One of the most important things you’ll ever learn as an artist is that you are not perfect. Some of us grow up hearing about how great we are, how we have so much talent and potential and oh my gosh we’re just so good. And hey, compliments are nice. But eventually you learn that those can be pretty nasty traps. Once you start believing that you can never get better, you find no reason to try to improve. After all, you’re already the best. Continue reading “You Aren’t Perfect: Abandon the High Horse”→
Most people who have visited my blog will have noticed that I have one of my books advertised over in yonder sidebar. This particular book is the first of three, and it is the series that I have fallen in love with the most. The world, the characters, everything. More than any other cast I’ve created, this is the one that I have experienced the most joy writing. Tears have been shed, laughter was had, and overall this world and everyone in it has given me an experience I don’t think I can ever recreate.
It’s about time we had another chat. No, you aren’t in trouble, but it’s been a while. I have very little time to write, so I don’t get to spend as much time with you as I usually do. That saddens me as I’m sure it saddens you. Though you should know that I’m working hard to fix that. If I get some time off work, you’ll be the first people I hang out with (much to the chagrin of those in my life who actually exist, to be sure [also, no offense]).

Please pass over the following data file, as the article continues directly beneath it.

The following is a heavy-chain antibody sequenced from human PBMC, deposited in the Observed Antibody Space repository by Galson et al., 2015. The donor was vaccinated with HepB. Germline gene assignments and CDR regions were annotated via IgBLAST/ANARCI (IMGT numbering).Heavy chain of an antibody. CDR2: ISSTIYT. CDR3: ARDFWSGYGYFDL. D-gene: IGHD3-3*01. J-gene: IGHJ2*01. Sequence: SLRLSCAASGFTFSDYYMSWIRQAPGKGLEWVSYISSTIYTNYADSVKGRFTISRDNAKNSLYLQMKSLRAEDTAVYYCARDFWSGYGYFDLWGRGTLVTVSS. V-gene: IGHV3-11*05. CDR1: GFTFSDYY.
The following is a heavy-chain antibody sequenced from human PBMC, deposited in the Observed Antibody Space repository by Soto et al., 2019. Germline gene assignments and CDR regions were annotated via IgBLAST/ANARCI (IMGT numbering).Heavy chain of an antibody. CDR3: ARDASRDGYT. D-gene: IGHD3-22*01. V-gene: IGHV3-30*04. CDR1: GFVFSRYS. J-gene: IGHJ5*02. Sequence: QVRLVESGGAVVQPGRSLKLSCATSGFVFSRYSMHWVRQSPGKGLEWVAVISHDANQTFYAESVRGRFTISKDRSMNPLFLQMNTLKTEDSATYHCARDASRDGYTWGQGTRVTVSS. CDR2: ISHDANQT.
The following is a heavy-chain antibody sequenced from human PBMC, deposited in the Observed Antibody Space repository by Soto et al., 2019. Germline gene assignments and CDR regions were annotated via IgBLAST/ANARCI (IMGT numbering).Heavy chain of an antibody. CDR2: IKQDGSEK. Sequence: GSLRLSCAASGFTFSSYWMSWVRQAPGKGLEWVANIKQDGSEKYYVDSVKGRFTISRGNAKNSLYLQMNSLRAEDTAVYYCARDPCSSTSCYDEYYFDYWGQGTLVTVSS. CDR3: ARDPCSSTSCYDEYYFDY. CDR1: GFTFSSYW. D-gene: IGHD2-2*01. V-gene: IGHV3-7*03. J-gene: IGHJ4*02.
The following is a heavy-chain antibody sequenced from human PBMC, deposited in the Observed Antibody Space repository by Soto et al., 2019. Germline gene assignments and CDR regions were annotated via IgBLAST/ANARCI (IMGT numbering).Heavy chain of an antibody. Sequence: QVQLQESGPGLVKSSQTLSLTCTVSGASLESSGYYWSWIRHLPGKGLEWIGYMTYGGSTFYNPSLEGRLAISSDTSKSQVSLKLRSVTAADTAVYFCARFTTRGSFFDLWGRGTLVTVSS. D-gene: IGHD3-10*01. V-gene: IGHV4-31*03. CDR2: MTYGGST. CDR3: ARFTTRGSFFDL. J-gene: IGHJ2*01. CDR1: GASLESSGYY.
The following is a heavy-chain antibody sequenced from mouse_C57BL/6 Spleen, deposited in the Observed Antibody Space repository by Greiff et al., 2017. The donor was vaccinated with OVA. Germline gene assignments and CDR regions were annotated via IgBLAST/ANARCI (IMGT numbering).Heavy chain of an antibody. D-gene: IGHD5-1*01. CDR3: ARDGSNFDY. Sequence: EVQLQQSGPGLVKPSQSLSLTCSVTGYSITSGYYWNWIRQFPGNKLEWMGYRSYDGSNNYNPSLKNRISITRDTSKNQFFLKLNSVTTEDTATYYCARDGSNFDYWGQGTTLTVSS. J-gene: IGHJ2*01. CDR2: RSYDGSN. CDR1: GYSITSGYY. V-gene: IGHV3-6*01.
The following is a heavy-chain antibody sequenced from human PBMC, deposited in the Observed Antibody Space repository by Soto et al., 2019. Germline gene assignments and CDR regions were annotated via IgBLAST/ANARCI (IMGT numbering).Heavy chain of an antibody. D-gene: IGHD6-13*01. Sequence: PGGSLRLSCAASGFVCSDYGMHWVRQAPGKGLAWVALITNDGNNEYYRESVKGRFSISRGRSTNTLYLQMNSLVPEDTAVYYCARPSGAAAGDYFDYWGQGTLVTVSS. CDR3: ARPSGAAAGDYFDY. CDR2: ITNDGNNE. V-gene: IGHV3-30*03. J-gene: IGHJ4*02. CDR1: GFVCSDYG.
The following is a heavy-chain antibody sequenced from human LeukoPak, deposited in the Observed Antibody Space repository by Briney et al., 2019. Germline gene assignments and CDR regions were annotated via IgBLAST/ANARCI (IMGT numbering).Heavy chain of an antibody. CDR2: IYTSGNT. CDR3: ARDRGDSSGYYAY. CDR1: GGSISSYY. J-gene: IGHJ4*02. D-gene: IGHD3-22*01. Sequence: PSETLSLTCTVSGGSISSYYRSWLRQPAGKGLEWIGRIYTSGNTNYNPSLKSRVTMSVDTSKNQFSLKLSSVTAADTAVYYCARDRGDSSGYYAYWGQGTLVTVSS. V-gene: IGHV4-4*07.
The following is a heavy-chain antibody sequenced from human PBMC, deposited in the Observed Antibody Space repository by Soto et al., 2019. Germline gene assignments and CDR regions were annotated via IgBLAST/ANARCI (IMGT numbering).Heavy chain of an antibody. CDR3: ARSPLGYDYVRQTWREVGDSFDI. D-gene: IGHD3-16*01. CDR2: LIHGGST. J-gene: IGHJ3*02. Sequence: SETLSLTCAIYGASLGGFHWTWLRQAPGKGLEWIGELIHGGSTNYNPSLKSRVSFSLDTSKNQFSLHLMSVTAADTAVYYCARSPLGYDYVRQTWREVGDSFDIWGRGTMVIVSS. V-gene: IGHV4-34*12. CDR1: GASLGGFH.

But there are so many of you. How will I spend time with all of you? Pretty much all of you deserve equal attention! You’re pretty fantastic. (Not to toot my own horn, but I’m quite proud of what the ol’ noggin came up with when it comes to you lot.) What to work on first?
To the cast of the Worlds series, I’ll get back to you eventually. I know, you starred in the first book I ever finished, and then I started other series. I wrote a second book, then a third, then a fourth, and all the while I only managed three chapters to your sequel. But I’ve been thinking about you all lately. And hey, David gets a cameo in every book I ever write, so that’s something. Free publicity! That’s good for you, right? Also, you might be getting new cover art. That’s also cool. Continue reading “An Open Letter To My Characters”→
I suppose it was a good thing that there weren’t any working guns in the house. Had there been, I’m pretty sure that would have been it for me. They were the first things I thought of when I started to realize that I wanted to die, but I didn’t have that option. So I was forced to think of something else. It wasn’t that I wasn’t determined, but I was scared of feeling pain. It was all or nothing. If I failed, not only would I still be alive, but my life would be worse. Everything would change, everyone would try to “help.” That was the last thing I wanted.
I’ll spare all the details about the plans I finally came up with. All I knew is that as soon as I had it locked in my mind that I was going to do it, everything got better. I felt cheerful. I had no more worries. Everything was going to be just fine. I went out with friends, I had a great time and people noticed how much better I was feeling. I couldn’t tell them why. I assumed that would kill the mood. No pun intended. Continue reading “Coming Back From (Almost) Death”→